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Google To Launch Chrome Extensions Within Days

Google seems all geared up to woo the internet surfers by pushing the previously announced Chrome Extensions website online next week.

This would let the Chrome users download add-ons, one of the features that has made the rival Firefox very popular among a more tech-aware web audience.

The new Extension Gallery will be incorporated in Chrome itself, and will offer an easy one-click download option to the users looking for some handy add-ons to spruce up their web surfing experience.

As of now, the browser has several extensions, but unfortunately, none are officially supported by the search engine giant.

Furthermore, the new Gallery will initially be available for the browser on Windows operating system, in spite of the imminent launch of the Mac iteration (ed: no news about a Linux-bound Chrome).

Incidentally, the launch of the new website will coincide with the Ad-on-Con 09, a symposium dedicated to browser add-ons, which is slated for next Friday.

The Gallery is said to be more like the Chrome Themes Gallery, and some experts are even anticipating that each add-on will carry a link informing about its capabilities and features.

The new add-on feature seems to be very crucial for Google, which is aiming to snare 10 percent share in the web browser market from both Firefox and Internet Explorer.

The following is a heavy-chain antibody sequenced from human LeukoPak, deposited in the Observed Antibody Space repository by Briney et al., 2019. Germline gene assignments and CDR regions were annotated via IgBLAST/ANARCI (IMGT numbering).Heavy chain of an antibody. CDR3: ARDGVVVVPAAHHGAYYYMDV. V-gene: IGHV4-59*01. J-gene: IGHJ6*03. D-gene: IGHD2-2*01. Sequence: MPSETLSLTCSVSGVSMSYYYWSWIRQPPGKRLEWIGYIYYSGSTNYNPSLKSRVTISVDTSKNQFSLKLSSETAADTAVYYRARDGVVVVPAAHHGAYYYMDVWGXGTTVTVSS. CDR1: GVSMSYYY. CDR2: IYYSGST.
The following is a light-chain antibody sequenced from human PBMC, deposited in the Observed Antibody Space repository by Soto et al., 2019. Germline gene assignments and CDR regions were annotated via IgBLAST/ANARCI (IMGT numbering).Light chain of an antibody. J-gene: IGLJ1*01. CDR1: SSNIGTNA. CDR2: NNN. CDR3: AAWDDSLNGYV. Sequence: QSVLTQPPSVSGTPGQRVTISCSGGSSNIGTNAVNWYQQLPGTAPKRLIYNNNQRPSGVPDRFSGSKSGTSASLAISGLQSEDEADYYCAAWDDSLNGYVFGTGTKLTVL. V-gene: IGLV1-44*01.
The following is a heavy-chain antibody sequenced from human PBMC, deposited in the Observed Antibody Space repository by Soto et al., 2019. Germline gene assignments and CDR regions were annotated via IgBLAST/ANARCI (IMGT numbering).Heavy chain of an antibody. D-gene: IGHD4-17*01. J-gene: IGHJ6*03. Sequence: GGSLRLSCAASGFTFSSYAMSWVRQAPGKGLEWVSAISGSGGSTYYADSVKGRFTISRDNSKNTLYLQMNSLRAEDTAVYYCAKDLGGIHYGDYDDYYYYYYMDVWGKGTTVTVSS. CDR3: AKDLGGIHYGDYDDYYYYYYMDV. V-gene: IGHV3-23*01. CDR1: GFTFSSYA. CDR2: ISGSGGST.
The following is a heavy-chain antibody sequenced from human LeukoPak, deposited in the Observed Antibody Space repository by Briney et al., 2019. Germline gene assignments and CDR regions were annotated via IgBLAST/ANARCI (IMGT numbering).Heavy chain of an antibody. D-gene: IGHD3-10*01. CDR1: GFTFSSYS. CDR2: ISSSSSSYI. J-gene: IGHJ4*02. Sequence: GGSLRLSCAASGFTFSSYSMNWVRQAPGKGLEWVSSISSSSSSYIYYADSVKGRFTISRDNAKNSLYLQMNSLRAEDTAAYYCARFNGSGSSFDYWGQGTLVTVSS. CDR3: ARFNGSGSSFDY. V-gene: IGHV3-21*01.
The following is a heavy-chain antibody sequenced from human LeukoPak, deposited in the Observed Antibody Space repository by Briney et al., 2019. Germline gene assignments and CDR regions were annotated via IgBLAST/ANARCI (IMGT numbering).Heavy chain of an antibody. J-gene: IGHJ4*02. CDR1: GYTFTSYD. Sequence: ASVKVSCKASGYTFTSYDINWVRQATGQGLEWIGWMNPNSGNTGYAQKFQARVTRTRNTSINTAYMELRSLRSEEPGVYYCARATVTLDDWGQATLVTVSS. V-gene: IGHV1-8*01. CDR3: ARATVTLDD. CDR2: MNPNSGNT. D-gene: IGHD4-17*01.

Our Comments

When Chrome will get extensions, one can expect it to be on par with Firefox, an achievement that it managed to do in less than two years. Google has the upper hand because it has the financial and human resources to take on the two market leaders.

Related Links

Chrome Extensions to be officially launched by Google Next Week (opens in new tab)


Google Officially Launching Chrome Extensions Next Week (opens in new tab)

(The Washington Post)

Google to launch Chrome Extensions this week (opens in new tab)


Google Chrome Extensions Launching Next Week (opens in new tab)


Désiré Athow

Désiré has been musing and writing about technology during a career spanning four decades. He dabbled in website building and web hosting when DHTML and frames were en vogue and started writing about the impact of technology on society just before the start of the Y2K hysteria at the turn of the last millennium. Following an eight-year stint at where he discovered the joys of global tech-fests, Désiré now heads up TechRadar Pro. Previously he was a freelance technology journalist at Incisive Media, Breakthrough Publishing and Vnunet, and Business Magazine. He also launched and hosted the first Tech Radio Show on Radio Plus.